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Updated: May 12th, 2014 5:20pm
Mackey: The Vikings just need to hope Johnny Manziel isn't Steph Curry

Mackey: The Vikings just need to hope Johnny Manziel isn't Steph Curry

by Phil Mackey

No team felt confident enough in Johnny Manziel as a sure-fire top-level quarterback to draft him in the first 21 picks in the first round of last week's NFL draft. We know this now.

It wasn't until the Cleveland Browns - who already passed on Manziel in the top 10 - outbid the Vikings to move up to No. 22 did Manziel come off the board.

The Vikings had chances to draft Manziel at No. 8 and No. 9 if they thought highly enough of him, but that obviously wasn't the case.

Yes, it would have been extremely entertaining to watch Manziel run around in a purple uniform like the second coming of Fran Tarkenton, but NFL teams don't draft for entertainment purposes. They draft for winning. And there were enough perceived flaws with Manziel to warrant him falling deep into the first round.

Whereas the Indianapolis Colts likely viewed Andrew Luck as having, say, a 90% chance of panning out a couple years ago, it's possible most quarterback-starved teams in this year's draft saw Manziel and Teddy Bridgewater as being closer to coin flips.

Even though I largely agree with the Vikings' draft strategy, allow me to play devil's advocate and pose a potentially nightmarish scenario:

What if Johnny Manziel is to the Vikings what Steph Curry is to the Timberwolves?

Of course, after the Wolves passed twice on Curry in 2009 - to draft Ricky Rubio and Jonny Flynn - he was scooped up immediately with the No. 7 overall pick by the Golden State Warriors. At least the Vikings have the validation of the rest of the league passing on Manziel.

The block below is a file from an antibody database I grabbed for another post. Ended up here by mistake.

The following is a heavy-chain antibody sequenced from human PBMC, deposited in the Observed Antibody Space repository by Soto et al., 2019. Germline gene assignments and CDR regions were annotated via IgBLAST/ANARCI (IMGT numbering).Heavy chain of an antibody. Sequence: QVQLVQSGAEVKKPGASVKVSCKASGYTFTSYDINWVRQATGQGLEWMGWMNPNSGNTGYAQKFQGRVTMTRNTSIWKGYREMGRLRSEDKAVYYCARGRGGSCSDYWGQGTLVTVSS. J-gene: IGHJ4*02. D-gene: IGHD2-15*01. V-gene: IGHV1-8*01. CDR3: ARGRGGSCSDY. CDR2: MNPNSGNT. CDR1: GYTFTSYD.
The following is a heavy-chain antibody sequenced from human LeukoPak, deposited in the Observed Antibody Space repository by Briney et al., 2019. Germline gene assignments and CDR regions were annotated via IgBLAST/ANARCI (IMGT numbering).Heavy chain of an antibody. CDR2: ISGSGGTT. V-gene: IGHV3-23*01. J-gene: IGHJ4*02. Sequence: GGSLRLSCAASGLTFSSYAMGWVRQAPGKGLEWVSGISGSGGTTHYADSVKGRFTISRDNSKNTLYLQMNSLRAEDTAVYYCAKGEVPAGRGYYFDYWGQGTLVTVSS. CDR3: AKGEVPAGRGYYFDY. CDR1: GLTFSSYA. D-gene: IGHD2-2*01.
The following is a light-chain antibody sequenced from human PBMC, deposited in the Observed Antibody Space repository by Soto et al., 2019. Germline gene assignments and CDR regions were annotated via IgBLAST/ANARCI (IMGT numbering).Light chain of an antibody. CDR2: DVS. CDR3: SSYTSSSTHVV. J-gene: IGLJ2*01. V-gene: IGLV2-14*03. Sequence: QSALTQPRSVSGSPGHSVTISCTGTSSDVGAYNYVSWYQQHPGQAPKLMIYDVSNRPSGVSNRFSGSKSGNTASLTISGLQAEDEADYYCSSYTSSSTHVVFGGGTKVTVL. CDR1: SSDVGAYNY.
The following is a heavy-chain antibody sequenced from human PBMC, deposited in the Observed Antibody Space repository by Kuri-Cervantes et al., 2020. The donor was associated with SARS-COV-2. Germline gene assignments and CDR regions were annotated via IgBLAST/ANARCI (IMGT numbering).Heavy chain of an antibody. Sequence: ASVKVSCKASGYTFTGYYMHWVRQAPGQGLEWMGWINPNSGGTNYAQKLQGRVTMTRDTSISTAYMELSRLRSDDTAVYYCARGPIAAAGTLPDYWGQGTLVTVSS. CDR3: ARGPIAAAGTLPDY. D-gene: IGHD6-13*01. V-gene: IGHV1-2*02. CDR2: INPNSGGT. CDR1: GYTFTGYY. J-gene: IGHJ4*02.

Now, of course, Curry has emerged as one of the greatest shooters in the history of the NBA, and his Warriors teams have been very good and very exciting to watch.

Curry and Manziel certainly aren't exact parallels - for one, because they play completely different sports - but both players raised similar questions heading into their respective drafts: Did they have enough size to compete at a high level? Would their college game translate to the pros? Are they too selfish and/or reckless on the court/field?

To further illustrate, here are some snippets from both players' various draft scouting profiles:

ESPN's Chad Ford called Curry "One of the best scorers in the country," but said "he lacks size at his natural position" and has a "slight frame."

Another outlet said Curry "puts a lot of pressure on defense with his scoring ability and quickness ... Looks fearless on the floor and plays under control ... Can get any shot he wants and has great shot efficiency," but... "(He is) far below NBA standard in regard to explosiveness and athleticism ... At 6-2, he's extremely small for the NBA shooting guard position ... Although he's playing point guard this year, he's not a natural point guard that an NBA team can rely on to run a team ... Will have to adjust to not being a volume shooter which could have an effect on his effectiveness ... Doesn't like when defenses are too physical with him ... Not a great finisher around the basket due to his size and physical attributes."

Another draft profile said, "It is notable how far apart Curry's role in the NCAA was from the role he is likely to play in the NBA."

We've all heard the criticisms of Manziel over the past few months. He lacks adequate size and has a "tendency to fall off his throws, even when standing flat-footed with no pressure." He's a "spoiled brat" who "doesn't study the game." And against tough competition last year he looked "almost undraftable."

Time will tell if the Vikings will come to regret passing on Manziel. Lord knows the Wolves would love to have a backcourt of Ricky Rubio and Steph Curry, with Kevin Love up front.

But as long as Teddy Bridgewater and Anthony Barr don't turn out like Flynn, maybe nobody will think twice. 

Phil Mackey is a columnist for He co-hosts "Mackey & Judd" from 9 a.m. to 1 p.m. weekdays on 1500 ESPN Twin Cities.
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